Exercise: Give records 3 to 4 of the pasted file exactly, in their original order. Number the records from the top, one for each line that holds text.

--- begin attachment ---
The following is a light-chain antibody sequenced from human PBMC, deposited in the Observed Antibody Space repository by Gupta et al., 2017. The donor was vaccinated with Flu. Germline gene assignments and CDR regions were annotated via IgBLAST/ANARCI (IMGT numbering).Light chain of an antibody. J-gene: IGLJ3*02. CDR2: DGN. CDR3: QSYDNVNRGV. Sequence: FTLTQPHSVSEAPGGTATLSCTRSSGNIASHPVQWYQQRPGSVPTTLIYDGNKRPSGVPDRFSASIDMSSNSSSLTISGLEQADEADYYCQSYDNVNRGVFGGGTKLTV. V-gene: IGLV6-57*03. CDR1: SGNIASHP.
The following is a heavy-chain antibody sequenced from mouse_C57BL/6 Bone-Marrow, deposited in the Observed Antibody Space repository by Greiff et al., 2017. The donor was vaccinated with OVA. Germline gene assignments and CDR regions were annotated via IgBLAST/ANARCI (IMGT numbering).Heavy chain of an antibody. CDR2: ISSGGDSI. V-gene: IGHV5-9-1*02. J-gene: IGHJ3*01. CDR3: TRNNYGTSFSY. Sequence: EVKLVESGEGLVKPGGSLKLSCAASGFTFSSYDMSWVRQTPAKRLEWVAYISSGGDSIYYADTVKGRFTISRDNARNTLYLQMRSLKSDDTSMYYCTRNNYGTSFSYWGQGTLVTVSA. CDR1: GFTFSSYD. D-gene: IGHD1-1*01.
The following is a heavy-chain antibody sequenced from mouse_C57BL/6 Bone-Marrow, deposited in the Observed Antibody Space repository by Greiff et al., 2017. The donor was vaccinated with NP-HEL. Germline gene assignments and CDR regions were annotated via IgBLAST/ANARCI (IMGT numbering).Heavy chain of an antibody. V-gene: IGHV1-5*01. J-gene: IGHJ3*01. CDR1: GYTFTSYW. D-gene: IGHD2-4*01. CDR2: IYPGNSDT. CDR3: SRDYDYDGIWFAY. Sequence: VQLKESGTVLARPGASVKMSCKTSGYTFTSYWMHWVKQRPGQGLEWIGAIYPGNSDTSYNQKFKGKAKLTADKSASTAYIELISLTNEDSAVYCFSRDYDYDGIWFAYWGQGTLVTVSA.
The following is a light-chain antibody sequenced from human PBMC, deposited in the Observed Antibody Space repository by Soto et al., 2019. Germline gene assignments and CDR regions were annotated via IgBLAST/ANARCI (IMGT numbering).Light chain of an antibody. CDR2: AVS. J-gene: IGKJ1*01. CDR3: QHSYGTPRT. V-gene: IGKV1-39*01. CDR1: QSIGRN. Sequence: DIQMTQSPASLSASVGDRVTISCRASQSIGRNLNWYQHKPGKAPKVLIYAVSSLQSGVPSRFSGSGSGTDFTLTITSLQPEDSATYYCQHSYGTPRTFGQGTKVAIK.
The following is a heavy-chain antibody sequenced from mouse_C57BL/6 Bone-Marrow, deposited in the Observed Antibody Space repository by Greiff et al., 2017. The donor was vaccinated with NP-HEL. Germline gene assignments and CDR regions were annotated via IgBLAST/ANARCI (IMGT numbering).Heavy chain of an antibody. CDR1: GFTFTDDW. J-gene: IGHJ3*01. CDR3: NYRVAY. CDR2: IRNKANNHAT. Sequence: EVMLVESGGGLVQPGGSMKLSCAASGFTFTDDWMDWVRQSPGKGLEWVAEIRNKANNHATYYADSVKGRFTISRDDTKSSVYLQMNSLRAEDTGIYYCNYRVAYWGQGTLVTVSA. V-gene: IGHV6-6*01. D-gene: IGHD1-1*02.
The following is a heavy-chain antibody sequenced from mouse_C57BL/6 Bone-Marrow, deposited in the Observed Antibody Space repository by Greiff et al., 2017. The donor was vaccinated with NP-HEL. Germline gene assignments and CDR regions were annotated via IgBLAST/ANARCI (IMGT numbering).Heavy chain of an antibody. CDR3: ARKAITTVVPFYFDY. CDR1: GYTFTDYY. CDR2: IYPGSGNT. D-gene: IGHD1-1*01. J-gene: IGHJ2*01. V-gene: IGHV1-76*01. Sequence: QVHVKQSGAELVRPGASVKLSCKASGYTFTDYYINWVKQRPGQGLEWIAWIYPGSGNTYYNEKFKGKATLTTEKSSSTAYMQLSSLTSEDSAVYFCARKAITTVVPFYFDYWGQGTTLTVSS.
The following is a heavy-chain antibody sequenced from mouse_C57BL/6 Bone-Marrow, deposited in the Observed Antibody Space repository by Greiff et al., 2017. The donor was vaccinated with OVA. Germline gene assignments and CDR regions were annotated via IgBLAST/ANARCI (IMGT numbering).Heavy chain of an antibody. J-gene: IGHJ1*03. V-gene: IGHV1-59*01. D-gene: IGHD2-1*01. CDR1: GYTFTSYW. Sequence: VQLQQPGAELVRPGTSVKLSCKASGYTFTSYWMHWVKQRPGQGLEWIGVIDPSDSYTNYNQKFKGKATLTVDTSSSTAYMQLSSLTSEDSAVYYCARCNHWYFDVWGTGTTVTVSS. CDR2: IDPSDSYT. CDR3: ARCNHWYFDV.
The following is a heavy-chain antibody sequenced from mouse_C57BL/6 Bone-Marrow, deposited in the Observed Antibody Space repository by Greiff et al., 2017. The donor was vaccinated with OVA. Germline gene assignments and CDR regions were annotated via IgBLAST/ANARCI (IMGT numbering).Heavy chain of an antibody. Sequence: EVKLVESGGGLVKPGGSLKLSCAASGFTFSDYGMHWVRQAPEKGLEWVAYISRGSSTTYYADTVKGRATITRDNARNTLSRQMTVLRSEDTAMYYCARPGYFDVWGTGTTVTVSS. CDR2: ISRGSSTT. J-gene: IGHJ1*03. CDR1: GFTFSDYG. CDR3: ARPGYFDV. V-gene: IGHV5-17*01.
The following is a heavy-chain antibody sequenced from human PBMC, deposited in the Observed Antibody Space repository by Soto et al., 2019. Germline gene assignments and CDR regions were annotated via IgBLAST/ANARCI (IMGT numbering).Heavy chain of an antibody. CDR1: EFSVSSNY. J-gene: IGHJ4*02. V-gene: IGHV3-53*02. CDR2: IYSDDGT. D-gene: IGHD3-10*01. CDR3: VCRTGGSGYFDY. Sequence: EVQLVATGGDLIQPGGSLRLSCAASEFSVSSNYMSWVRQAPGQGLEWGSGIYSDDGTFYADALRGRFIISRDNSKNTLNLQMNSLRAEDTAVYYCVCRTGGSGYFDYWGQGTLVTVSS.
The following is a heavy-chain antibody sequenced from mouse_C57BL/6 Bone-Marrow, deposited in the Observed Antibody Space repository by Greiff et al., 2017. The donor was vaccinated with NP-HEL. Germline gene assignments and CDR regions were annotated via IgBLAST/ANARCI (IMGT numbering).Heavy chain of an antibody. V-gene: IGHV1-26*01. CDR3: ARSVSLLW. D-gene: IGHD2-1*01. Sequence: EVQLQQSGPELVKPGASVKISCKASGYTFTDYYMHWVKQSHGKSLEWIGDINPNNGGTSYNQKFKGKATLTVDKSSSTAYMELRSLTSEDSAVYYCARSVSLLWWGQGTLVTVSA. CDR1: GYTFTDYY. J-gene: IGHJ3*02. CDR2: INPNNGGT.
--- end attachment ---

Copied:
The following is a heavy-chain antibody sequenced from mouse_C57BL/6 Bone-Marrow, deposited in the Observed Antibody Space repository by Greiff et al., 2017. The donor was vaccinated with NP-HEL. Germline gene assignments and CDR regions were annotated via IgBLAST/ANARCI (IMGT numbering).Heavy chain of an antibody. V-gene: IGHV1-5*01. J-gene: IGHJ3*01. CDR1: GYTFTSYW. D-gene: IGHD2-4*01. CDR2: IYPGNSDT. CDR3: SRDYDYDGIWFAY. Sequence: VQLKESGTVLARPGASVKMSCKTSGYTFTSYWMHWVKQRPGQGLEWIGAIYPGNSDTSYNQKFKGKAKLTADKSASTAYIELISLTNEDSAVYCFSRDYDYDGIWFAYWGQGTLVTVSA.
The following is a light-chain antibody sequenced from human PBMC, deposited in the Observed Antibody Space repository by Soto et al., 2019. Germline gene assignments and CDR regions were annotated via IgBLAST/ANARCI (IMGT numbering).Light chain of an antibody. CDR2: AVS. J-gene: IGKJ1*01. CDR3: QHSYGTPRT. V-gene: IGKV1-39*01. CDR1: QSIGRN. Sequence: DIQMTQSPASLSASVGDRVTISCRASQSIGRNLNWYQHKPGKAPKVLIYAVSSLQSGVPSRFSGSGSGTDFTLTITSLQPEDSATYYCQHSYGTPRTFGQGTKVAIK.